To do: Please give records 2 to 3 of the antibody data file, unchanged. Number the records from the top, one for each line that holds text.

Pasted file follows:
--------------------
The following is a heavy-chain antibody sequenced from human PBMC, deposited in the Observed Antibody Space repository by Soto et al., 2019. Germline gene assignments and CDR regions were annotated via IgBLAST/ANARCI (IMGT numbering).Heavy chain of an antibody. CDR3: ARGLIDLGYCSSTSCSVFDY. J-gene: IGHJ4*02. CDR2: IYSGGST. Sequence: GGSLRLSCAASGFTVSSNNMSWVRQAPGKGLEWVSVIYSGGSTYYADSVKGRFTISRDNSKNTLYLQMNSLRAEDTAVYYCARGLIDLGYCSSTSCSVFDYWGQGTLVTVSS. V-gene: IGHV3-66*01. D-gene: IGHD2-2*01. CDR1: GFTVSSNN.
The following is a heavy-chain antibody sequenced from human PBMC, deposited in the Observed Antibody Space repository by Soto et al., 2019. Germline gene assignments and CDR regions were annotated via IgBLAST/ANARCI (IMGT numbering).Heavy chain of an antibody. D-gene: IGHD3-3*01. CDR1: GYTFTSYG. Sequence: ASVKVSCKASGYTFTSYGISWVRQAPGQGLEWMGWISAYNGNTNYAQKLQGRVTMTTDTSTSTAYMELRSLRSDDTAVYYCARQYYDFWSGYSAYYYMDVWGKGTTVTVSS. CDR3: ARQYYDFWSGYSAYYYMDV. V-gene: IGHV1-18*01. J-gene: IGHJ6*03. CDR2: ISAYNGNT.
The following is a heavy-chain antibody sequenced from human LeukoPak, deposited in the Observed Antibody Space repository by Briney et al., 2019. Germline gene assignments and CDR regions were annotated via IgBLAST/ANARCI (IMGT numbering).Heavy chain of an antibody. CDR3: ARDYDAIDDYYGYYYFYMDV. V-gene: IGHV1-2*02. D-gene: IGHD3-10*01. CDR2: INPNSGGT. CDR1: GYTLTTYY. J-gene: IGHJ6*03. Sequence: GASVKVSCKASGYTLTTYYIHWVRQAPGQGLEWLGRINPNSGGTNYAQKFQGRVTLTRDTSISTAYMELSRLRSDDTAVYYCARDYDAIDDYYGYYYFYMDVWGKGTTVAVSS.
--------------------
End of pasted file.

The following is a heavy-chain antibody sequenced from human PBMC, deposited in the Observed Antibody Space repository by Soto et al., 2019. Germline gene assignments and CDR regions were annotated via IgBLAST/ANARCI (IMGT numbering).Heavy chain of an antibody. D-gene: IGHD3-3*01. CDR1: GYTFTSYG. Sequence: ASVKVSCKASGYTFTSYGISWVRQAPGQGLEWMGWISAYNGNTNYAQKLQGRVTMTTDTSTSTAYMELRSLRSDDTAVYYCARQYYDFWSGYSAYYYMDVWGKGTTVTVSS. CDR3: ARQYYDFWSGYSAYYYMDV. V-gene: IGHV1-18*01. J-gene: IGHJ6*03. CDR2: ISAYNGNT.
The following is a heavy-chain antibody sequenced from human LeukoPak, deposited in the Observed Antibody Space repository by Briney et al., 2019. Germline gene assignments and CDR regions were annotated via IgBLAST/ANARCI (IMGT numbering).Heavy chain of an antibody. CDR3: ARDYDAIDDYYGYYYFYMDV. V-gene: IGHV1-2*02. D-gene: IGHD3-10*01. CDR2: INPNSGGT. CDR1: GYTLTTYY. J-gene: IGHJ6*03. Sequence: GASVKVSCKASGYTLTTYYIHWVRQAPGQGLEWLGRINPNSGGTNYAQKFQGRVTLTRDTSISTAYMELSRLRSDDTAVYYCARDYDAIDDYYGYYYFYMDVWGKGTTVAVSS.